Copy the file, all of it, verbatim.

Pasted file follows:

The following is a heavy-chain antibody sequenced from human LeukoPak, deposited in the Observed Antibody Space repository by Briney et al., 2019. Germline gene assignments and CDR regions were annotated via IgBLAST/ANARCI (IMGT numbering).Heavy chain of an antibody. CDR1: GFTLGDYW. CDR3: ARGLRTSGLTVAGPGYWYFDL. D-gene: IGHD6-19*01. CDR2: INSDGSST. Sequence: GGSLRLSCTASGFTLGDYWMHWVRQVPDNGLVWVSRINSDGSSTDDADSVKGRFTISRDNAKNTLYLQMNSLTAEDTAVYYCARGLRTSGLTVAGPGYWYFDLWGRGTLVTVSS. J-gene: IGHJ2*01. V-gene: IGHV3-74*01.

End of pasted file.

The following is a heavy-chain antibody sequenced from human LeukoPak, deposited in the Observed Antibody Space repository by Briney et al., 2019. Germline gene assignments and CDR regions were annotated via IgBLAST/ANARCI (IMGT numbering).Heavy chain of an antibody. CDR1: GFTLGDYW. CDR3: ARGLRTSGLTVAGPGYWYFDL. D-gene: IGHD6-19*01. CDR2: INSDGSST. Sequence: GGSLRLSCTASGFTLGDYWMHWVRQVPDNGLVWVSRINSDGSSTDDADSVKGRFTISRDNAKNTLYLQMNSLTAEDTAVYYCARGLRTSGLTVAGPGYWYFDLWGRGTLVTVSS. J-gene: IGHJ2*01. V-gene: IGHV3-74*01.